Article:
Prime Minister David Cameron has often described his tremendous gratitude to the NHS for how it looked after his son during his short life. Ten NHS doctors and nurses have just been elected to Parliament as Conservative MPs. These are just two examples of the deep and personal connections the NHS has with the Conservative party.
It was a pleasure to see so many positive messages about our NHS in the Conservative election campaign; they stand in stark contrast to the carping – and often untrue – stories from the Labour party.
I’ve spent the entirety of my professional life working for the NHS. But I know that if it fails to adapt to change, it will wither and die. I was driven to become a Conservative candidate in 2010 by the frustration of seeing how the last Labour Government, with its top-down bureaucracy, was failing to modernise the service. With so many deserving causes, it simply isn’t justifiable that a huge increase in expenditure resulted in a 3% decrease in productivity under the Labour administration.
The Conservatives are moving the NHS forward. For instance, putting public health back into local authorities’ hands is bound to help further the integration of health and social care. I have already seen this produce a cross-fertilisation between the two and it is another example of how new structures are beginning to break down the ‘silo’ culture that has so damaged service integration.
Additionally, the Conservatives’ plan to create CCGs gave responsibility to GPs, who know their patients and know the structures of the NHS. GPs’ dynamism and creativity has become a driving force in commissioning.
CCGs have led to more effective healthcare, making full use of modern devices and techniques, and drawing on GPs’ expertise to carry out more work in primary care and reduce unnecessary hospital referrals. This has maximised resources and resulted in less time being wasted for patients.
Labour’s bureaucratic approach to the NHS demonstrably failed to produce real, effective change for the people whom the service is meant to serve. Despite some small, headline-grabbing successes, the party failed to address the more important task of adapting the fabulous creation of 1948 to today’s needs.
The Conservatives know how to introduce modern advances effectively to make the patient journey to care easier.
Dr Andrew Hardie is a retired GP and a Conservative councillor in Sutton Coldfield
Now that we have a majority Conservative Government, the Health and Social Care Act will not be repealed, which may finally kill off the NHS.
Privatisation, which accelerated under the Coalition, will continue apace and there is likely to be a transatlantic trade agreement that makes a return of the NHS to public ownership almost impossible. Billions will be wasted as the market promotes competition and fragmentation over collaboration and integration.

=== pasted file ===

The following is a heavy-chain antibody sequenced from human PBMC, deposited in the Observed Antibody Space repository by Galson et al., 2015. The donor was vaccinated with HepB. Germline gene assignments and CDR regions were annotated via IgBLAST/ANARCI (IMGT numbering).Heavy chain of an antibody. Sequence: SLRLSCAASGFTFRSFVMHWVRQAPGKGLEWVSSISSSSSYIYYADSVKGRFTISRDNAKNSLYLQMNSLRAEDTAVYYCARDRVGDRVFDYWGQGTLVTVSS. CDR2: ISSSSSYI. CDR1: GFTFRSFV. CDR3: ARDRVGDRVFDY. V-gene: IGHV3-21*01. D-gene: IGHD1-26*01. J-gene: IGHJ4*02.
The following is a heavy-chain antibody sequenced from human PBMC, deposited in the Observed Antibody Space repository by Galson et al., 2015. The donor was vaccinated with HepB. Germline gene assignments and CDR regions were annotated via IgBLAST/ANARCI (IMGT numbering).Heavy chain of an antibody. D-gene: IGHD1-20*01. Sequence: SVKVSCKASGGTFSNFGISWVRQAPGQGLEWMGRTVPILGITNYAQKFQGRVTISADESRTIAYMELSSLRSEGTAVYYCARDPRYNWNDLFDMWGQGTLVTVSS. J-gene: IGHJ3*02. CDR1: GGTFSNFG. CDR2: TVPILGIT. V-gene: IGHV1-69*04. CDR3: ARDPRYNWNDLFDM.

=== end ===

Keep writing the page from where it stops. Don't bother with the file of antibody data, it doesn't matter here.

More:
A two-tier NHS will now be enshrined. Cash-strapped trusts, many tied into usurious PFI contracts, may have little choice but to exploit the Act’s provision that allows up to 49% of their work to be in the private sector – pushing NHS patients to the back of the queue.
Figures show private firms won 37% of contracts awarded in England last year. This trend will continue, with Jeremy Hunt remaining as health secretary. Former minister for government policy Oliver Letwin, who allegedly said in 2004 the NHS ‘will not exist’ within five years of the election of a Conservative Government, is now a full member of the Cabinet, perfectly placed to ensure his prediction comes true.
NHS funding is falling as a percentage of GDP, while demand rises. Even if the promised £8bn a year by 2020 materialises, it will be nowhere near enough. And former NHS chief executive Sir David Nicholson said the extra £22bn savings called for by his successor Simon Stevens will be hard to implement.
Experienced staff are leaving the NHS, while pay freezes, cuts and unmanageable workloads have brought morale to breaking point – a problem that will only worsen with the Tory majority.
But history shows GPs and other health workers can join with patients, fight back and win. The Save Our Surgeries campaign in east London won a reprieve for the practices worst hit by the MPIG withdrawal, and the people of nearby Lewisham successfully campaigned to save their hospital.
Midwives, nurses and radiographers have shown they are ready to stand up for the NHS by taking industrial action. GPs could follow their lead by, say, collectively refusing to undertake activities not directly related to patient care. Founder Aneurin Bevan said the NHS ‘would only last as long as there are folk with the faith to fight for it’.
The time for that fight is now.
Dr Jackie Applebee is a GP in east London and chair of Tower Hamlets LMC